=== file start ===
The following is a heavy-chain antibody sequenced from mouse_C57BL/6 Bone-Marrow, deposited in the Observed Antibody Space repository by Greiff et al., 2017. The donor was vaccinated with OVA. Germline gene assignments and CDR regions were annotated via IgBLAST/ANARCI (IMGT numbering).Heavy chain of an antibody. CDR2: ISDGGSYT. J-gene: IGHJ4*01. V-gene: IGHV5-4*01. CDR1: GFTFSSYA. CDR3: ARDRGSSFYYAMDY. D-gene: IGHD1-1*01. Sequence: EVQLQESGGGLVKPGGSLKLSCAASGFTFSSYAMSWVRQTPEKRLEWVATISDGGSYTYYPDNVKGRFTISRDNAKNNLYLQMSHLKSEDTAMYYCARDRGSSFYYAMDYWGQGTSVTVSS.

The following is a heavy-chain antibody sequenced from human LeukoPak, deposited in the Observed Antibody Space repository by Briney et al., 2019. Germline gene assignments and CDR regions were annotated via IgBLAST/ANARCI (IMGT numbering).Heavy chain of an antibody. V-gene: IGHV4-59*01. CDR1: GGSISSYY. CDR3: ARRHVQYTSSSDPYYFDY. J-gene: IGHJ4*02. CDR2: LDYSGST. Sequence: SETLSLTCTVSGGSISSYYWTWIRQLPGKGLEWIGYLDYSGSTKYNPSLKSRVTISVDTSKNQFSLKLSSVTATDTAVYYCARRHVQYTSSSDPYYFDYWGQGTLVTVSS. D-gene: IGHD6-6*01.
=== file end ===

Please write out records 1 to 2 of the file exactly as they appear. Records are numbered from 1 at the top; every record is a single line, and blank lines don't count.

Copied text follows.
The following is a heavy-chain antibody sequenced from mouse_C57BL/6 Bone-Marrow, deposited in the Observed Antibody Space repository by Greiff et al., 2017. The donor was vaccinated with OVA. Germline gene assignments and CDR regions were annotated via IgBLAST/ANARCI (IMGT numbering).Heavy chain of an antibody. CDR2: ISDGGSYT. J-gene: IGHJ4*01. V-gene: IGHV5-4*01. CDR1: GFTFSSYA. CDR3: ARDRGSSFYYAMDY. D-gene: IGHD1-1*01. Sequence: EVQLQESGGGLVKPGGSLKLSCAASGFTFSSYAMSWVRQTPEKRLEWVATISDGGSYTYYPDNVKGRFTISRDNAKNNLYLQMSHLKSEDTAMYYCARDRGSSFYYAMDYWGQGTSVTVSS.

The following is a heavy-chain antibody sequenced from human LeukoPak, deposited in the Observed Antibody Space repository by Briney et al., 2019. Germline gene assignments and CDR regions were annotated via IgBLAST/ANARCI (IMGT numbering).Heavy chain of an antibody. V-gene: IGHV4-59*01. CDR1: GGSISSYY. CDR3: ARRHVQYTSSSDPYYFDY. J-gene: IGHJ4*02. CDR2: LDYSGST. Sequence: SETLSLTCTVSGGSISSYYWTWIRQLPGKGLEWIGYLDYSGSTKYNPSLKSRVTISVDTSKNQFSLKLSSVTATDTAVYYCARRHVQYTSSSDPYYFDYWGQGTLVTVSS. D-gene: IGHD6-6*01.